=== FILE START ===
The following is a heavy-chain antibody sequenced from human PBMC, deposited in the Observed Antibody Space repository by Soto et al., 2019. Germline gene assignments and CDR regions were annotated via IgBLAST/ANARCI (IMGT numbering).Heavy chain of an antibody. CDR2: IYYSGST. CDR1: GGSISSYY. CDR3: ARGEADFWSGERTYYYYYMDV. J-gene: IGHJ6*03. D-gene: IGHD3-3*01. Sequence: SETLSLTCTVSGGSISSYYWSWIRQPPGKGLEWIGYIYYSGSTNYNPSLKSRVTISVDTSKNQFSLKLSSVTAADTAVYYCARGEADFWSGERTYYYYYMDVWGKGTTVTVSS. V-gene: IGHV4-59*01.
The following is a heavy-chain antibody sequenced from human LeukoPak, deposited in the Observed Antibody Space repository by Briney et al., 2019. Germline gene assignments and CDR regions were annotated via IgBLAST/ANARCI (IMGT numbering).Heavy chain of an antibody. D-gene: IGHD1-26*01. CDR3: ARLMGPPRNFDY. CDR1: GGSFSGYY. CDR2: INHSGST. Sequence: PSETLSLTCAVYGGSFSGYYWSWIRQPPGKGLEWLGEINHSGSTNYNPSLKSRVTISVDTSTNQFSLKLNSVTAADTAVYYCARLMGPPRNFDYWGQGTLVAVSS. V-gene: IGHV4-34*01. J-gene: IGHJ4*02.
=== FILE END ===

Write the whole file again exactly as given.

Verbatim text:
The following is a heavy-chain antibody sequenced from human PBMC, deposited in the Observed Antibody Space repository by Soto et al., 2019. Germline gene assignments and CDR regions were annotated via IgBLAST/ANARCI (IMGT numbering).Heavy chain of an antibody. CDR2: IYYSGST. CDR1: GGSISSYY. CDR3: ARGEADFWSGERTYYYYYMDV. J-gene: IGHJ6*03. D-gene: IGHD3-3*01. Sequence: SETLSLTCTVSGGSISSYYWSWIRQPPGKGLEWIGYIYYSGSTNYNPSLKSRVTISVDTSKNQFSLKLSSVTAADTAVYYCARGEADFWSGERTYYYYYMDVWGKGTTVTVSS. V-gene: IGHV4-59*01.
The following is a heavy-chain antibody sequenced from human LeukoPak, deposited in the Observed Antibody Space repository by Briney et al., 2019. Germline gene assignments and CDR regions were annotated via IgBLAST/ANARCI (IMGT numbering).Heavy chain of an antibody. D-gene: IGHD1-26*01. CDR3: ARLMGPPRNFDY. CDR1: GGSFSGYY. CDR2: INHSGST. Sequence: PSETLSLTCAVYGGSFSGYYWSWIRQPPGKGLEWLGEINHSGSTNYNPSLKSRVTISVDTSTNQFSLKLNSVTAADTAVYYCARLMGPPRNFDYWGQGTLVAVSS. V-gene: IGHV4-34*01. J-gene: IGHJ4*02.